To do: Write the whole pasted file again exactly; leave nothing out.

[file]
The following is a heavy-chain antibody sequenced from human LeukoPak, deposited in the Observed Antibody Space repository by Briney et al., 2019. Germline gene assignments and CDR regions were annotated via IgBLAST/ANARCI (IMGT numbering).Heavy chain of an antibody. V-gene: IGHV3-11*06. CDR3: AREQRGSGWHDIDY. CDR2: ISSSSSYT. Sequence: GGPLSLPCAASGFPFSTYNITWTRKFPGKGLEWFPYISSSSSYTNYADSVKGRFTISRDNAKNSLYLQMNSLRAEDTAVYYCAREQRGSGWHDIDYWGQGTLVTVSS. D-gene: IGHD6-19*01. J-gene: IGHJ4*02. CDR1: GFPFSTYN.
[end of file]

The following is a heavy-chain antibody sequenced from human LeukoPak, deposited in the Observed Antibody Space repository by Briney et al., 2019. Germline gene assignments and CDR regions were annotated via IgBLAST/ANARCI (IMGT numbering).Heavy chain of an antibody. V-gene: IGHV3-11*06. CDR3: AREQRGSGWHDIDY. CDR2: ISSSSSYT. Sequence: GGPLSLPCAASGFPFSTYNITWTRKFPGKGLEWFPYISSSSSYTNYADSVKGRFTISRDNAKNSLYLQMNSLRAEDTAVYYCAREQRGSGWHDIDYWGQGTLVTVSS. D-gene: IGHD6-19*01. J-gene: IGHJ4*02. CDR1: GFPFSTYN.